The United States and Brazil have several areas of mutual interest but also inherent tension. The sooner each can develop a strong sense of how the other sees these interests and tensions, the sooner the two countries can identify where they can work together and where they can’t, or won’t. That’s the kind of complexity befitting of a relationship important to the United States in the Americas and globally.
That new understanding and willingness to be explicit about the relationship between [illicit drugs’] demand and supply in the Obama administration is incredibly refreshing.
Cuba was one of the early issues dealt with by the Obama administration--it moved to ease resistance to joining the OAS and allow Cuban-Americans to travel back to the island. How do you gauge where the relationship stands right now?
When Obama came into office, there was a great deal of expectation raised for what he might do on Cuba. During his campaign, he went to the heart and soul of the Cuban exile community, the Cuban-American National Foundation’s headquarters, and made a speech on Latin America that included this proposal of beginning to ease relations by eliminating restrictions on family travel. [He also] talked about talking to adversaries. So expectations were high generally in the United States; they were also high in Havana. They were high in Havana also because of the succession there: Fidel Castro in February of 2008 stepped down so there was a new president, albeit the same family, in office.
Leading up to the Trinidad and Tobago summit especially, the administration, really in the first half of 2009, spent a lot of energy on Cuba, first putting together this package of initiatives that included lifting restrictions on family travel and remittances, allowing American telecom companies to negotiate deals with Cuba, and then standing back as the OAS passed a rather benign resolution creating a pathway for Cuba to return to that body under certain circumstances over time. The first half of 2009 was very Cuba heavy; it also included some bilateral contacts between the two governments. They began to put back into place the twice annual immigration talks that had taken place since 1994; they had one set of talks about a potential postal service agreement, and Cuba put forward a proposal, still unanswered they say, on deepening collaboration on counternarcotics and other regional security issues.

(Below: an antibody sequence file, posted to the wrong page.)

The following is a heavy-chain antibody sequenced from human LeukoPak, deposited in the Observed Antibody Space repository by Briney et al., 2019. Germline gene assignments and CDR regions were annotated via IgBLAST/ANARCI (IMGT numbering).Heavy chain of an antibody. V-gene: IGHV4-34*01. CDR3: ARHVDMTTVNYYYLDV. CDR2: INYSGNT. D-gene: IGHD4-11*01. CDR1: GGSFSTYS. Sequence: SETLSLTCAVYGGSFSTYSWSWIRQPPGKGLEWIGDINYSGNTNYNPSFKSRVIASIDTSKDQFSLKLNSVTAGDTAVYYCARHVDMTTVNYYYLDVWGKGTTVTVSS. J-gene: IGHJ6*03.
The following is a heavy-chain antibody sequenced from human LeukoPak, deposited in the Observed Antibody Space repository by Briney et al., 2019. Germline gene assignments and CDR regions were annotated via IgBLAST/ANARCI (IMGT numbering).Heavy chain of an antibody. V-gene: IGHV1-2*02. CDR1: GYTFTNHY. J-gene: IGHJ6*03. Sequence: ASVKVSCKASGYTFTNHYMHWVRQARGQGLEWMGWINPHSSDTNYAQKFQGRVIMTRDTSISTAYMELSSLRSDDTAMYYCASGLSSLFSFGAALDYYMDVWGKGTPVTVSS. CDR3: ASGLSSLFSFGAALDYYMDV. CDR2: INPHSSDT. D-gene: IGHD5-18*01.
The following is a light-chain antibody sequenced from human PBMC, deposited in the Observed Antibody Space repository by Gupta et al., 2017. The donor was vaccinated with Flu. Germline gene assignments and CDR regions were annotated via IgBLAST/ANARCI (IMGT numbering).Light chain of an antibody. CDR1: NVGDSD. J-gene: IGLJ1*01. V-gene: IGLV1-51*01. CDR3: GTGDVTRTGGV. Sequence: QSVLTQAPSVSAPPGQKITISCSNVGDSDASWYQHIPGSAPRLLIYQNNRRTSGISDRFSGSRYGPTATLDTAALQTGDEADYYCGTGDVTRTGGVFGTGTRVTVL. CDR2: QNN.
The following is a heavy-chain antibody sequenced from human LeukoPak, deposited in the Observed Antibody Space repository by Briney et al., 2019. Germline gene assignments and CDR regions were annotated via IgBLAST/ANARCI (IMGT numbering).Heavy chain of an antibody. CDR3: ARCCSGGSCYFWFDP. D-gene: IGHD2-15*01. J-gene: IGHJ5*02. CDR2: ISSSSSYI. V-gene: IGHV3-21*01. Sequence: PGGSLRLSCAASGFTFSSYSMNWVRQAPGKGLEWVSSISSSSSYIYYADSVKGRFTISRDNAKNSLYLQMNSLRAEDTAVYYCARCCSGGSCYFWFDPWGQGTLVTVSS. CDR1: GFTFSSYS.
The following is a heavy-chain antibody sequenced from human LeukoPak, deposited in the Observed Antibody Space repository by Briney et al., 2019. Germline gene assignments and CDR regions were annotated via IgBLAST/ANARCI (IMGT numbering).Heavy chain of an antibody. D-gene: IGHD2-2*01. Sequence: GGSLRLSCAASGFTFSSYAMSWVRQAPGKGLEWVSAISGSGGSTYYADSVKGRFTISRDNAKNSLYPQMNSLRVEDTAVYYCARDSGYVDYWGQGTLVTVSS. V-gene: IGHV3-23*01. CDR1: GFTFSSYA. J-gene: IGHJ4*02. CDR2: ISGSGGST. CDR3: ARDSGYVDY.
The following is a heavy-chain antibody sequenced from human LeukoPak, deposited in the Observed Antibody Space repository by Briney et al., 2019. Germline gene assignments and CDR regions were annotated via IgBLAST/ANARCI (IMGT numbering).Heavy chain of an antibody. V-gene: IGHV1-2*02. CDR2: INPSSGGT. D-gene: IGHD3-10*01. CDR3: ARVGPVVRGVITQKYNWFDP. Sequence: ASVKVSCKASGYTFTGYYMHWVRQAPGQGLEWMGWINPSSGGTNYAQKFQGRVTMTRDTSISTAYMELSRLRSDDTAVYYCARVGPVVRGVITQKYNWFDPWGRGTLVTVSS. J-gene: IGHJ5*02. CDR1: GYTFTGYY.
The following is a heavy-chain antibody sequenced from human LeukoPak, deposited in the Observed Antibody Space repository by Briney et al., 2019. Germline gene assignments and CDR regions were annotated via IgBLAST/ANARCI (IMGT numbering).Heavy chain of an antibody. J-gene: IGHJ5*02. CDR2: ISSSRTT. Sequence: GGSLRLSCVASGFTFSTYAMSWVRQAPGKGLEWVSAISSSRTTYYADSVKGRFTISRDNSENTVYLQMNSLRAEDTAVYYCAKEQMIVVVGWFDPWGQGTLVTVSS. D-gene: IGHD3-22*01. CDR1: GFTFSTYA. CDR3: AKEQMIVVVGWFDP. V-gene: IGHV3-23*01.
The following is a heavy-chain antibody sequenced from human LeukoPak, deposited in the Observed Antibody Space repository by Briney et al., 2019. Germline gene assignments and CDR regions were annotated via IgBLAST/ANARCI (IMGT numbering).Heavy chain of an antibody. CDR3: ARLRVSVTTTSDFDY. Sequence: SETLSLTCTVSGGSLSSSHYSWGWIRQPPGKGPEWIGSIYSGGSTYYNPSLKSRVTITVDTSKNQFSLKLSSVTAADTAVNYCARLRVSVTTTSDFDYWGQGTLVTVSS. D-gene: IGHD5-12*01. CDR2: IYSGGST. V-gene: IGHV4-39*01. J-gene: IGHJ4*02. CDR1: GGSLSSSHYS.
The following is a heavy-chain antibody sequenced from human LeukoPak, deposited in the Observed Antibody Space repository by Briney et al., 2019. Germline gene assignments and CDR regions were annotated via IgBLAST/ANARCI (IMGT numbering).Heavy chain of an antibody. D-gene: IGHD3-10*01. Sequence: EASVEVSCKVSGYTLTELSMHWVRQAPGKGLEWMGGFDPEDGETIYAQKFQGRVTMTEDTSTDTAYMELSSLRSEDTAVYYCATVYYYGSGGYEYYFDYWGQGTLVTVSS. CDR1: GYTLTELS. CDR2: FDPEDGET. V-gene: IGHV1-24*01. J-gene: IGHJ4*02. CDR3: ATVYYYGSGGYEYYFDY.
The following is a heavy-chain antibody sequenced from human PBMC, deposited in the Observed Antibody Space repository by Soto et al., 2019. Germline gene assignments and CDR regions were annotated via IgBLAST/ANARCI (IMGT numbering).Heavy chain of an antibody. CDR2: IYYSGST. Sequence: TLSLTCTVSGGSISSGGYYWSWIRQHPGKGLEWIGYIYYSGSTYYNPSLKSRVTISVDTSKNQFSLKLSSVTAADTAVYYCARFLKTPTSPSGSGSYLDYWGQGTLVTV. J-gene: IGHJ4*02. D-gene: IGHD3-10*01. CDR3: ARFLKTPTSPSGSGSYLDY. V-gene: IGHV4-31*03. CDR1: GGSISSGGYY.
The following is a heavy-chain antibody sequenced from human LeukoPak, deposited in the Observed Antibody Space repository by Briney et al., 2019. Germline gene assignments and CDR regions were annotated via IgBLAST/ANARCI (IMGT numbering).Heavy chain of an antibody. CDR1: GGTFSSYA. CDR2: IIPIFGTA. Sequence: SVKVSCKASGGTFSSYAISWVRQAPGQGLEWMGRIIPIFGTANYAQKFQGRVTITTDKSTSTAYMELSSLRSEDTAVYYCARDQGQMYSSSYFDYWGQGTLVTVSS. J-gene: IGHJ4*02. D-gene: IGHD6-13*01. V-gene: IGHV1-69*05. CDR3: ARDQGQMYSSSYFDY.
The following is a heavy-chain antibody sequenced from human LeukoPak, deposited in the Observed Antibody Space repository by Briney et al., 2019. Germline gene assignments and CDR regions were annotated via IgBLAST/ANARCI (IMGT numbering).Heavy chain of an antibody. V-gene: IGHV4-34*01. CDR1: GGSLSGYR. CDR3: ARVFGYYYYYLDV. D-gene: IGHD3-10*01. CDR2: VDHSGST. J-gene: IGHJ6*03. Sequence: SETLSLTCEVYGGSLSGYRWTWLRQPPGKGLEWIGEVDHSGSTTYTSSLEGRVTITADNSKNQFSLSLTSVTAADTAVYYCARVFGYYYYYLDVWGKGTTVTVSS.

There’s an overlay to all of this that has contributed to initial momentum really slowing. Number one is, and most important, the executive branch doesn’t have ultimate authority to unilaterally lift economic sanctions. Congress has to do that because of the Helms-Burton law.
Knowing that Congress must do the lion’s share of the heavy lifting, the administration has either genuinely or likely just politically made the decision that further steps to unilaterally lift pieces of the embargo--which it can and should do, for example, it can significantly liberalize travel for Americans without a vote from Congress, or it can take Cuba off the State Department’s State Sponsors of Terrorism list--will not be done without gestures by the Cuban government, such as releasing political prisoners, becoming more democratic, taking steps politically that this Cuban government seems to have no intention of doing.
[It’s] the same equation of, you commit suicide domestically and then we’ll lift the embargo. That’s been the equation essentially for the last fifty years, so without shifting that paradigm, the Obama administration really is perpetuating the policy of its predecessors. The main difference is that in poll after poll, Obama has the American public, including South Florida, now supporting a much broader set of openings than he’s delivered to date.